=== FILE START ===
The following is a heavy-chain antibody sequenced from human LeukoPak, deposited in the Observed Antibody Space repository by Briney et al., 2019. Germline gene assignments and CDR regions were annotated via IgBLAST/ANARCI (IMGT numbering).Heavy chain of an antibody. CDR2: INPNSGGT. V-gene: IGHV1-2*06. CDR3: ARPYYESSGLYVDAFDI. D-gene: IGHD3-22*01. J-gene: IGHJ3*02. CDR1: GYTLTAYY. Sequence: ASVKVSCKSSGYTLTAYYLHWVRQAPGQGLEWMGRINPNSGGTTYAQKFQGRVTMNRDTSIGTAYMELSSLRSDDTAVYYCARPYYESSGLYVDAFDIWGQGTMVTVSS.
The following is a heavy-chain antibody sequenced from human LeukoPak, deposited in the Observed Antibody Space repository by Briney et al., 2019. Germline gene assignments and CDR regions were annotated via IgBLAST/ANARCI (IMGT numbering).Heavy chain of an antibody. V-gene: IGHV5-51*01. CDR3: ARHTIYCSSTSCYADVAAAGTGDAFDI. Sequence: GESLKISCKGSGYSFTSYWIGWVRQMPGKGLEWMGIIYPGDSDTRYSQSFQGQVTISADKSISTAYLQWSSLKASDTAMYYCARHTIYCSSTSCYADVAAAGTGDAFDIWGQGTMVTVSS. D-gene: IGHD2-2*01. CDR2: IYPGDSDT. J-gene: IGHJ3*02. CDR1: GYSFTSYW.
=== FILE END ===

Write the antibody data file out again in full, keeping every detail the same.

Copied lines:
The following is a heavy-chain antibody sequenced from human LeukoPak, deposited in the Observed Antibody Space repository by Briney et al., 2019. Germline gene assignments and CDR regions were annotated via IgBLAST/ANARCI (IMGT numbering).Heavy chain of an antibody. CDR2: INPNSGGT. V-gene: IGHV1-2*06. CDR3: ARPYYESSGLYVDAFDI. D-gene: IGHD3-22*01. J-gene: IGHJ3*02. CDR1: GYTLTAYY. Sequence: ASVKVSCKSSGYTLTAYYLHWVRQAPGQGLEWMGRINPNSGGTTYAQKFQGRVTMNRDTSIGTAYMELSSLRSDDTAVYYCARPYYESSGLYVDAFDIWGQGTMVTVSS.
The following is a heavy-chain antibody sequenced from human LeukoPak, deposited in the Observed Antibody Space repository by Briney et al., 2019. Germline gene assignments and CDR regions were annotated via IgBLAST/ANARCI (IMGT numbering).Heavy chain of an antibody. V-gene: IGHV5-51*01. CDR3: ARHTIYCSSTSCYADVAAAGTGDAFDI. Sequence: GESLKISCKGSGYSFTSYWIGWVRQMPGKGLEWMGIIYPGDSDTRYSQSFQGQVTISADKSISTAYLQWSSLKASDTAMYYCARHTIYCSSTSCYADVAAAGTGDAFDIWGQGTMVTVSS. D-gene: IGHD2-2*01. CDR2: IYPGDSDT. J-gene: IGHJ3*02. CDR1: GYSFTSYW.